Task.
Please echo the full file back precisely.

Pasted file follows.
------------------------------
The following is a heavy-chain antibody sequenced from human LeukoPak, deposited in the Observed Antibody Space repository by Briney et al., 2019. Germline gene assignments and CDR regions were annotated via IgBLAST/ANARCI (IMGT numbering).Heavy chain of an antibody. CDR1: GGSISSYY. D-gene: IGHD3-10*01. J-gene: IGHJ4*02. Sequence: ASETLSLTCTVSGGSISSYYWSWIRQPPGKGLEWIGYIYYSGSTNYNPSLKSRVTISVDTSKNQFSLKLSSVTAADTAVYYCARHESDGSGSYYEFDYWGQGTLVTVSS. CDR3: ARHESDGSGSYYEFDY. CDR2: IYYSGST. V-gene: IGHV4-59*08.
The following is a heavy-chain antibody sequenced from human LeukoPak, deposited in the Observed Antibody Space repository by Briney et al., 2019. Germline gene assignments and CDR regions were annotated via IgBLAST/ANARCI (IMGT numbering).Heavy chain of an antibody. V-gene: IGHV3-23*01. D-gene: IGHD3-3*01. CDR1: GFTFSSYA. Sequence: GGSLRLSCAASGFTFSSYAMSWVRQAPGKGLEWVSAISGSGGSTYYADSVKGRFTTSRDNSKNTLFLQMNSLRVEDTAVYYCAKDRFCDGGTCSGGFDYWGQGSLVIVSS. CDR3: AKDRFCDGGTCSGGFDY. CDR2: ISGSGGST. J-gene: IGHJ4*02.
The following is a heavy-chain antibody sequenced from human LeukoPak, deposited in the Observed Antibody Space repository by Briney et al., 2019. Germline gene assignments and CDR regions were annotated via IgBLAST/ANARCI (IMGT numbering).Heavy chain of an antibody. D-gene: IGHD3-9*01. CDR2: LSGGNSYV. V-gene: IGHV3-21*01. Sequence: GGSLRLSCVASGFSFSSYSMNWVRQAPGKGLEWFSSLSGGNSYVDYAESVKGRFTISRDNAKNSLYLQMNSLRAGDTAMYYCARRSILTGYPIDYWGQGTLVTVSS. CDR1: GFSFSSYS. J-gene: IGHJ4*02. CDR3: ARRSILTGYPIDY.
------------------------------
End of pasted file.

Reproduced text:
The following is a heavy-chain antibody sequenced from human LeukoPak, deposited in the Observed Antibody Space repository by Briney et al., 2019. Germline gene assignments and CDR regions were annotated via IgBLAST/ANARCI (IMGT numbering).Heavy chain of an antibody. CDR1: GGSISSYY. D-gene: IGHD3-10*01. J-gene: IGHJ4*02. Sequence: ASETLSLTCTVSGGSISSYYWSWIRQPPGKGLEWIGYIYYSGSTNYNPSLKSRVTISVDTSKNQFSLKLSSVTAADTAVYYCARHESDGSGSYYEFDYWGQGTLVTVSS. CDR3: ARHESDGSGSYYEFDY. CDR2: IYYSGST. V-gene: IGHV4-59*08.
The following is a heavy-chain antibody sequenced from human LeukoPak, deposited in the Observed Antibody Space repository by Briney et al., 2019. Germline gene assignments and CDR regions were annotated via IgBLAST/ANARCI (IMGT numbering).Heavy chain of an antibody. V-gene: IGHV3-23*01. D-gene: IGHD3-3*01. CDR1: GFTFSSYA. Sequence: GGSLRLSCAASGFTFSSYAMSWVRQAPGKGLEWVSAISGSGGSTYYADSVKGRFTTSRDNSKNTLFLQMNSLRVEDTAVYYCAKDRFCDGGTCSGGFDYWGQGSLVIVSS. CDR3: AKDRFCDGGTCSGGFDY. CDR2: ISGSGGST. J-gene: IGHJ4*02.
The following is a heavy-chain antibody sequenced from human LeukoPak, deposited in the Observed Antibody Space repository by Briney et al., 2019. Germline gene assignments and CDR regions were annotated via IgBLAST/ANARCI (IMGT numbering).Heavy chain of an antibody. D-gene: IGHD3-9*01. CDR2: LSGGNSYV. V-gene: IGHV3-21*01. Sequence: GGSLRLSCVASGFSFSSYSMNWVRQAPGKGLEWFSSLSGGNSYVDYAESVKGRFTISRDNAKNSLYLQMNSLRAGDTAMYYCARRSILTGYPIDYWGQGTLVTVSS. CDR1: GFSFSSYS. J-gene: IGHJ4*02. CDR3: ARRSILTGYPIDY.